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Are Parents Responsible for Property Damage Caused by Their Children?

Are Parents Responsible for Property Damage Caused by Their Children?

Posted on January 10th, 2019

When a minor causes property damage such as graffiti, broken windows, or smashed mailboxes, liability for repairs may fall to the parents. Laws in Alabama may hold the parents and guardians of children under 18 legally responsible for property damage the children cause. Parents in Alabama may find themselves liable for property damages in some situations – either up to a limit of $1,000 or well beyond, depending on the circumstances.

What Does the Law Say?

Code of Alabama Section 6-5-380 states that anyone with care and control over a minor under the age of 18, including parents, guardians, and others with custody of the minor, will be liable for damages in a case involving the minor destroying property. Note that in Alabama, this law does not apply to foster parents or their foster children. To bear liability for the actions of a minor, an individual must fulfill each of the three stipulations.

  1. Parents must have had care or control of the minor.
  2. Parents must live with the minor.
  3. Parents must have custody of the minor.

The law imposes liability on parents who fulfill these requirements for all damages the destruction of property causes, but within a limit. Parents’ liability cannot exceed $1,000, plus court costs. This means even if a minor causes expensive property damage, such as stealing and crashing a yacht, parents will only be legally responsible for paying a maximum of $1,000. Real property and personal properties apply under the law.

The law only applies when a minor’s actions were willful, intentional, or malicious while destroying the property. If the child accidentally or negligently caused the property damage, Alabama law will not hold parents liable. Carelessness is not enough to create parental liability for the destruction of property. Instead, the defendant’s lawyer must prove the minor’s intent to cause the damage. Under the statute, a parent’s liability ends when a child turns 18, or the age of majority.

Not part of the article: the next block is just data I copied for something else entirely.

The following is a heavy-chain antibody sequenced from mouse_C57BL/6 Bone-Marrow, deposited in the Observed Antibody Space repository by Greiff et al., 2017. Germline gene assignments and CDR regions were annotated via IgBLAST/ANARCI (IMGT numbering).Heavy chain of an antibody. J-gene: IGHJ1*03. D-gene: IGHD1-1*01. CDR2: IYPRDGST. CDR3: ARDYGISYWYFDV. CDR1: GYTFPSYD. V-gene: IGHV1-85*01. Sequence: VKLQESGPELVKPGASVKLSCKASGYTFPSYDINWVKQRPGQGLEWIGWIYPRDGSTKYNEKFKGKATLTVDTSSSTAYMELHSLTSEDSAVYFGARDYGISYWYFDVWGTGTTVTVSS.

Liability for Criminal Wrongs

Civil parental liability differs from criminal liability. If a child under 18 commits a crime during the destruction of property, such as trespassing or arson, a parent generally will not be vicariously liable. Instead, the minor will face punishment for his or her own crimes through the juvenile system. That is, unless the parent contributed to the delinquency of the child, thereby contributing to the destruction of property.

Section 12-15-111 of the law makes it a crime to willfully cause a child to become delinquent or in need of supervision, as well as to permit the child to violate labor laws. If a parent’s own delinquency contributed to the child criminally destroying someone else’s property, the parent could be the one who faces criminal charges, not the child. Criminal liability could result in fines and jail time.

Parental Liability Outside of the Statute

Property owners may have the right to file lawsuits against a minor’s parents for more than the $1,000 liability limit if the parents themselves are guilty of negligence. If parents failed to take reasonable actions to prevent their child’s vandalism or destructive tendencies, the parents could bear responsibility for the property damage. Filing a claim against the parents could result in more than $1,000 in damages. Parents could be liable for covering the entire costs of property repairs or replacement.

Most homeowners insurance policies will cover damages a negligent or malicious child or parent causes to someone else’s property. If the policy includes property and liability coverage, it will cover parental liability and negligent supervision claims, even if the destruction took place at someone else’s home. Therefore, if a parent does not have enough out-of-pocket money to pay for property damages a child caused, his or her insurance company may cover most of the settlement or judgment.

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